Tor vs Arete - What's the difference?

tor | arete |


As a verb tor

is (lb) to break.

As a noun arete is

virtue, excellence or arete can be .

tor

English

(wikipedia tor)

Etymology 1

Adjective

(en-adjective)
  • ("hard, difficult; strong; rich").
  • Etymology 2

    From (etyl) tor, ). It is not clear whether the Celtic forms were borrowed from Old English or vice versa. See also (tower).

    Noun

    (en noun)
  • A craggy outcrop of rock on the summit of a hill.
  • (South-West England) A hill.
  • * 1855 , Charles Kingsley, Westward Ho! , Tickor and Fields (1855), pages 104-105:
  • Bursdon and Welsford were then, as now, a rolling range of dreary moors, unbroken by tor or tree, or anything save few and far between a world-old furze-bank which marked the common rights of some distant cattle farm, and crossed then, not as now, by a decent road, but by a rough confused trackway, the remnant of an old Roman road from Clovelly dikes to Launceston.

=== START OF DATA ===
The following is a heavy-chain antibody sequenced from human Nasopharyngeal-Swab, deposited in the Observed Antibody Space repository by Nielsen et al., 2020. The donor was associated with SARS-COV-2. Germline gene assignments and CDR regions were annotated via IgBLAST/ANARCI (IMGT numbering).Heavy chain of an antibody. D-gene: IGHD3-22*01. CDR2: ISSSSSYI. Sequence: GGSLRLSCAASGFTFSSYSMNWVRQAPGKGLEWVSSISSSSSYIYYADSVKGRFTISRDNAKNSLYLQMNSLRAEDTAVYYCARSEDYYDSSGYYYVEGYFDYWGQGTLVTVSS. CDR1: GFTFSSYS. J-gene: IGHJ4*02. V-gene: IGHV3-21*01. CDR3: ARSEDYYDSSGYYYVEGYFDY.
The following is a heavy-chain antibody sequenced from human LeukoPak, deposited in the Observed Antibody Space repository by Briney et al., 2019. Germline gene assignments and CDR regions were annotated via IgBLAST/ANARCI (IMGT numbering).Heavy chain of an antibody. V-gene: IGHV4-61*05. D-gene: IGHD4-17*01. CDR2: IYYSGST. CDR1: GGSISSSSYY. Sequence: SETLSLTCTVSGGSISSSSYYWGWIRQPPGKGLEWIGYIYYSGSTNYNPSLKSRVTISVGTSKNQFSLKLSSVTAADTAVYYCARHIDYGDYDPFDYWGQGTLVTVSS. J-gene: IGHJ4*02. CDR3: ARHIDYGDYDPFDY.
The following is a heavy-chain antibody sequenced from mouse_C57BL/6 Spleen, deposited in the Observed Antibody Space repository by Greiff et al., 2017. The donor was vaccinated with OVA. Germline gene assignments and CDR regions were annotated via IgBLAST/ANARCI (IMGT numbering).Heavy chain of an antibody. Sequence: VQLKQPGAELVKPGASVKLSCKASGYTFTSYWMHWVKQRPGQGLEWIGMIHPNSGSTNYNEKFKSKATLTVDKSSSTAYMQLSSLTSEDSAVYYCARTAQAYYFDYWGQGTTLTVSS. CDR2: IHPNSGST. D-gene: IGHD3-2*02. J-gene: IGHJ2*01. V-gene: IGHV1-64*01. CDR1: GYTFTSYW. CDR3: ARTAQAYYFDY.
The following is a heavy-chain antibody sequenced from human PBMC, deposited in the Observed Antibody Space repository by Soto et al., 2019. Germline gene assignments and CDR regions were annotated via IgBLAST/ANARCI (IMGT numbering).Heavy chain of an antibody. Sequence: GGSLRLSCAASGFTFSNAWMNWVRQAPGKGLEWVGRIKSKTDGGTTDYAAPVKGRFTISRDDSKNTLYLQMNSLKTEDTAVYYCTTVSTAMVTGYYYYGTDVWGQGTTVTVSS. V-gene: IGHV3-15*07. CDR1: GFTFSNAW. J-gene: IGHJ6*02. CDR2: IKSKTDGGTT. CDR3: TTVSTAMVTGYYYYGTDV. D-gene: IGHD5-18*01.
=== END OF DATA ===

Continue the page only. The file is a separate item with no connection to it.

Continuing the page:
• * 1902 , , Chapter 9:
  • The moon was low upon the right, and the jagged pinnacle of a granite tor stood up against the lower curve of its silver disc.
  • * 2008 , Lydia Joyce, Shadows of the Night , Signet Eclipse (2008), ISBN 9780451223425, page 242:
  • She had slipped the letters into her pocket next to the packet of antique documents and had taken an umbrella—as the sky was ominous out over the distant tors —and strolled around the manor house and down the road toward the village.
  • (UK, dialect) A tower; a turret.
  • (Ray)

    Anagrams

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    arete

    English

    Alternative forms

    * arete

    Noun

    (en noun)
  • (geology) A very thin ridge of rock.
  • * 2004 , (Richard Fortey), The Earth , Folio Society 2011, p. 88:
  • In his old department in Zürich, they sit in glass cases: models to the life of the peaks he had studied, with the strata painted beautifully and accurately, passing over arête and valley alike.

    Anagrams

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